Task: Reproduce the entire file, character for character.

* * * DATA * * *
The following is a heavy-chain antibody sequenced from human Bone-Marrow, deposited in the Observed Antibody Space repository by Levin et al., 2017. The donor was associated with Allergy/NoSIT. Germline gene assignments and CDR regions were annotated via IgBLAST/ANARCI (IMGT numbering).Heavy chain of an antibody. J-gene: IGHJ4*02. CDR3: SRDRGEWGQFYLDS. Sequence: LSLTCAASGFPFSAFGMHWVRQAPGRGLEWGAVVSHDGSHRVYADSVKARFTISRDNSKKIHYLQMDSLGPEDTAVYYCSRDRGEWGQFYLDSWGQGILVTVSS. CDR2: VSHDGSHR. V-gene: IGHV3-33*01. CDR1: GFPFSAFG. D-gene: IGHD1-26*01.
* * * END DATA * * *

The following is a heavy-chain antibody sequenced from human Bone-Marrow, deposited in the Observed Antibody Space repository by Levin et al., 2017. The donor was associated with Allergy/NoSIT. Germline gene assignments and CDR regions were annotated via IgBLAST/ANARCI (IMGT numbering).Heavy chain of an antibody. J-gene: IGHJ4*02. CDR3: SRDRGEWGQFYLDS. Sequence: LSLTCAASGFPFSAFGMHWVRQAPGRGLEWGAVVSHDGSHRVYADSVKARFTISRDNSKKIHYLQMDSLGPEDTAVYYCSRDRGEWGQFYLDSWGQGILVTVSS. CDR2: VSHDGSHR. V-gene: IGHV3-33*01. CDR1: GFPFSAFG. D-gene: IGHD1-26*01.